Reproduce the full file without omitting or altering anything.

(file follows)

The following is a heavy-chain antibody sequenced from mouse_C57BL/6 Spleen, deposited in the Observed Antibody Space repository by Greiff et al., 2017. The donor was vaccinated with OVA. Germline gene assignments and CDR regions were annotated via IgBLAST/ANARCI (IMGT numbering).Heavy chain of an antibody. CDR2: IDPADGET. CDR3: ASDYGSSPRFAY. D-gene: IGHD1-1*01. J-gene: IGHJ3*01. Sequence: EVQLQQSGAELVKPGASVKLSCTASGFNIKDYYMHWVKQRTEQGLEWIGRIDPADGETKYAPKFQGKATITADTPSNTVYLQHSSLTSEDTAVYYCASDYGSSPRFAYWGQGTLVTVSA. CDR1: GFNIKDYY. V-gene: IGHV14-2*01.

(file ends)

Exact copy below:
The following is a heavy-chain antibody sequenced from mouse_C57BL/6 Spleen, deposited in the Observed Antibody Space repository by Greiff et al., 2017. The donor was vaccinated with OVA. Germline gene assignments and CDR regions were annotated via IgBLAST/ANARCI (IMGT numbering).Heavy chain of an antibody. CDR2: IDPADGET. CDR3: ASDYGSSPRFAY. D-gene: IGHD1-1*01. J-gene: IGHJ3*01. Sequence: EVQLQQSGAELVKPGASVKLSCTASGFNIKDYYMHWVKQRTEQGLEWIGRIDPADGETKYAPKFQGKATITADTPSNTVYLQHSSLTSEDTAVYYCASDYGSSPRFAYWGQGTLVTVSA. CDR1: GFNIKDYY. V-gene: IGHV14-2*01.